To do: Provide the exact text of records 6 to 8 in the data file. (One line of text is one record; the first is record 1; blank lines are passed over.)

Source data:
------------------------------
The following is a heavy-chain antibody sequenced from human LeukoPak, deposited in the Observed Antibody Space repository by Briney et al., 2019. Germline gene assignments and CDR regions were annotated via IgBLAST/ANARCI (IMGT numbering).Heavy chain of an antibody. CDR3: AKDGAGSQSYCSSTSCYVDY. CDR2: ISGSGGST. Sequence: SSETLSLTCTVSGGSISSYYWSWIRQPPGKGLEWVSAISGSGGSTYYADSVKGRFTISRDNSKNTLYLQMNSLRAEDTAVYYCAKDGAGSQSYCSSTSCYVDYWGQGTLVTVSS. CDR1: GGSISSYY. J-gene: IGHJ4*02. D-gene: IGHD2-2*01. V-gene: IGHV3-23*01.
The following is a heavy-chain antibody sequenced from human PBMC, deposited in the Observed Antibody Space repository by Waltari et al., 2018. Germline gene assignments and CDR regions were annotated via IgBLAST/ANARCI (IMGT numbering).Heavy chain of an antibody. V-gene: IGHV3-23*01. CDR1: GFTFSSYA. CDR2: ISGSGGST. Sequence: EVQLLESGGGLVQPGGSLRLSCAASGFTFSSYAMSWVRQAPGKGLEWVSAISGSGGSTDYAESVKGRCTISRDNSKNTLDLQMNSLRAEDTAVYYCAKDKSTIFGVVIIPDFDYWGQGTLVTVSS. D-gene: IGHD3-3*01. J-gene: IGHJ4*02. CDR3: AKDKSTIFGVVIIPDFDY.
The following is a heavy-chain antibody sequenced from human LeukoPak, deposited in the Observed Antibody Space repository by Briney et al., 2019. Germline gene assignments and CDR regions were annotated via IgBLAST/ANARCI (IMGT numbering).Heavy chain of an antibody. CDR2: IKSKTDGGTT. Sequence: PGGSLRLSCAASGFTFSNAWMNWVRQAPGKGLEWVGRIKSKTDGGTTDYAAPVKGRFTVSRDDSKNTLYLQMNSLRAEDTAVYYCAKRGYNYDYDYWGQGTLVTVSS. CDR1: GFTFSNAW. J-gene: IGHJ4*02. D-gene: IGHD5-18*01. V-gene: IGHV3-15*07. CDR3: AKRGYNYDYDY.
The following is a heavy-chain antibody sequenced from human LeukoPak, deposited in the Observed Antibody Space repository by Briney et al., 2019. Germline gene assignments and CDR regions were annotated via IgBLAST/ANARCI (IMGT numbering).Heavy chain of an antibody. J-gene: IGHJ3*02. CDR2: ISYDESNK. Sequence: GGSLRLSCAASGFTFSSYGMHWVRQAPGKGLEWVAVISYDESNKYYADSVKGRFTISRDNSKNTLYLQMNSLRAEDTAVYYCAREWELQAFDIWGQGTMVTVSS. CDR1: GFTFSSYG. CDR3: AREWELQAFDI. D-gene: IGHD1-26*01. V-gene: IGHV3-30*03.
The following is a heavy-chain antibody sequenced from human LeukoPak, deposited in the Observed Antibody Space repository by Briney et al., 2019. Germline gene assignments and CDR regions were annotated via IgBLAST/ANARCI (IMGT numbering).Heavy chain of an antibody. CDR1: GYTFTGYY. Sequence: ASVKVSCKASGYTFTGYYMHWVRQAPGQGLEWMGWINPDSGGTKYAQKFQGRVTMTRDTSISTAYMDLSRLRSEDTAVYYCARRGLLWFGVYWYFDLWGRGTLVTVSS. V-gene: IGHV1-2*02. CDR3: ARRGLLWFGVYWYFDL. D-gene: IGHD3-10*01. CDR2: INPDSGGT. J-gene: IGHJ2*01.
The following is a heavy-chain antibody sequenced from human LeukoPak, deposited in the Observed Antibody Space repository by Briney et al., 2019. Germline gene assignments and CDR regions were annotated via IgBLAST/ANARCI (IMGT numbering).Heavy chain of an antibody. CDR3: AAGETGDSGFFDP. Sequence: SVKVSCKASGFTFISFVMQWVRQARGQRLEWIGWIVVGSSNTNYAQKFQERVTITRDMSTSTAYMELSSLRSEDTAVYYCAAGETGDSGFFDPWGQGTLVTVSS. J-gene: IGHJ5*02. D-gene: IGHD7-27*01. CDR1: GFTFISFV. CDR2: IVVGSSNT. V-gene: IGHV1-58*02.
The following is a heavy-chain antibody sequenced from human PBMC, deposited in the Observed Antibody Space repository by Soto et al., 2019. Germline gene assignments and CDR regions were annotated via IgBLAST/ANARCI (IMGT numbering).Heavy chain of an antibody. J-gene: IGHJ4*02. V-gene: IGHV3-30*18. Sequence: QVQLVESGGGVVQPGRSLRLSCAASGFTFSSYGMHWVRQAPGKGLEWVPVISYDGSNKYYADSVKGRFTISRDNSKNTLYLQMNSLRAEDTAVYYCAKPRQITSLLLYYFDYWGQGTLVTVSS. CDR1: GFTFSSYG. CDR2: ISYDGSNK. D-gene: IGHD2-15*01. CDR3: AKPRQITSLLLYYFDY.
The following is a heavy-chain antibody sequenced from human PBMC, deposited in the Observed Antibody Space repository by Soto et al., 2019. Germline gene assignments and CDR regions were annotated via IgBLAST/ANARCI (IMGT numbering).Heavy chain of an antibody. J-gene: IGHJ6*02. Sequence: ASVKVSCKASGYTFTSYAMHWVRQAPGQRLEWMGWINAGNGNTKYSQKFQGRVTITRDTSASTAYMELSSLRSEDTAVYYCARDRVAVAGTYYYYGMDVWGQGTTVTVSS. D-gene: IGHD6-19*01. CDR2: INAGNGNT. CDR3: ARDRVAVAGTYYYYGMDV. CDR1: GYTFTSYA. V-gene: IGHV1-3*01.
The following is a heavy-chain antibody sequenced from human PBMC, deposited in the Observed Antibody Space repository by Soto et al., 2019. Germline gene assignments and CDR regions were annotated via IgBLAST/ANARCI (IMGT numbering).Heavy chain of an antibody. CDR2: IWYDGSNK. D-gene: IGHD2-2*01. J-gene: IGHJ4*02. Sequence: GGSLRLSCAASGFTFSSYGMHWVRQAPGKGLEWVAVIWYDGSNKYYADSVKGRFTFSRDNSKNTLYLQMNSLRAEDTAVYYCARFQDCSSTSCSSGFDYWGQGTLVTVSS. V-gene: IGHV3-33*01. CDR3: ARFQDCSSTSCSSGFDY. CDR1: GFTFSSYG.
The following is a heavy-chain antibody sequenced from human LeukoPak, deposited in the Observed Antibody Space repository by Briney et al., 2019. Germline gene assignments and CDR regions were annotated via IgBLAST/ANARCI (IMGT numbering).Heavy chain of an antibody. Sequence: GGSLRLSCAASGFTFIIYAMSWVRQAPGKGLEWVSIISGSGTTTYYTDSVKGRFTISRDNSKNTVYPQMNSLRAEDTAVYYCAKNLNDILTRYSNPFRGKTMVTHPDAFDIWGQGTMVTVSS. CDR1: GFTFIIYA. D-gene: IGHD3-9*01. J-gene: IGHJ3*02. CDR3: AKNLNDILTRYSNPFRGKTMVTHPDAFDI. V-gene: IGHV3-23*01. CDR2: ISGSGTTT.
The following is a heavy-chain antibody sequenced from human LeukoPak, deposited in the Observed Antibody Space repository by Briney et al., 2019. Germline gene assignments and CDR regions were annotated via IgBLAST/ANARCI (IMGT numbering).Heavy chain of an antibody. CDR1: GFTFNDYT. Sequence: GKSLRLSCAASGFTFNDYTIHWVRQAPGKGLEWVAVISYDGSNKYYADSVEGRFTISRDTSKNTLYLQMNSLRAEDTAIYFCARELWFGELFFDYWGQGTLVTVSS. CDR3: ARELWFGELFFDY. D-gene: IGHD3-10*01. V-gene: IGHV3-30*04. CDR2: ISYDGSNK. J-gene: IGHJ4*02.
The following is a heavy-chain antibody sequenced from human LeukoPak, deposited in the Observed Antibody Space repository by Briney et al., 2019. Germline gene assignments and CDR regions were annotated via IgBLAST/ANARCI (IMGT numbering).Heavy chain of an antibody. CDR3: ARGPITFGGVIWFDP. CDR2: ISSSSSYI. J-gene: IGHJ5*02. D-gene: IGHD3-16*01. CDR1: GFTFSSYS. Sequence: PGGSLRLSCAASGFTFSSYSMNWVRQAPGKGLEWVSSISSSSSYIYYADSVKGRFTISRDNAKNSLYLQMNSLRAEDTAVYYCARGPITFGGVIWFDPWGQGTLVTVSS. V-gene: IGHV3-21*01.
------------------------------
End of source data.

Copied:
The following is a heavy-chain antibody sequenced from human LeukoPak, deposited in the Observed Antibody Space repository by Briney et al., 2019. Germline gene assignments and CDR regions were annotated via IgBLAST/ANARCI (IMGT numbering).Heavy chain of an antibody. CDR3: AAGETGDSGFFDP. Sequence: SVKVSCKASGFTFISFVMQWVRQARGQRLEWIGWIVVGSSNTNYAQKFQERVTITRDMSTSTAYMELSSLRSEDTAVYYCAAGETGDSGFFDPWGQGTLVTVSS. J-gene: IGHJ5*02. D-gene: IGHD7-27*01. CDR1: GFTFISFV. CDR2: IVVGSSNT. V-gene: IGHV1-58*02.
The following is a heavy-chain antibody sequenced from human PBMC, deposited in the Observed Antibody Space repository by Soto et al., 2019. Germline gene assignments and CDR regions were annotated via IgBLAST/ANARCI (IMGT numbering).Heavy chain of an antibody. J-gene: IGHJ4*02. V-gene: IGHV3-30*18. Sequence: QVQLVESGGGVVQPGRSLRLSCAASGFTFSSYGMHWVRQAPGKGLEWVPVISYDGSNKYYADSVKGRFTISRDNSKNTLYLQMNSLRAEDTAVYYCAKPRQITSLLLYYFDYWGQGTLVTVSS. CDR1: GFTFSSYG. CDR2: ISYDGSNK. D-gene: IGHD2-15*01. CDR3: AKPRQITSLLLYYFDY.
The following is a heavy-chain antibody sequenced from human PBMC, deposited in the Observed Antibody Space repository by Soto et al., 2019. Germline gene assignments and CDR regions were annotated via IgBLAST/ANARCI (IMGT numbering).Heavy chain of an antibody. J-gene: IGHJ6*02. Sequence: ASVKVSCKASGYTFTSYAMHWVRQAPGQRLEWMGWINAGNGNTKYSQKFQGRVTITRDTSASTAYMELSSLRSEDTAVYYCARDRVAVAGTYYYYGMDVWGQGTTVTVSS. D-gene: IGHD6-19*01. CDR2: INAGNGNT. CDR3: ARDRVAVAGTYYYYGMDV. CDR1: GYTFTSYA. V-gene: IGHV1-3*01.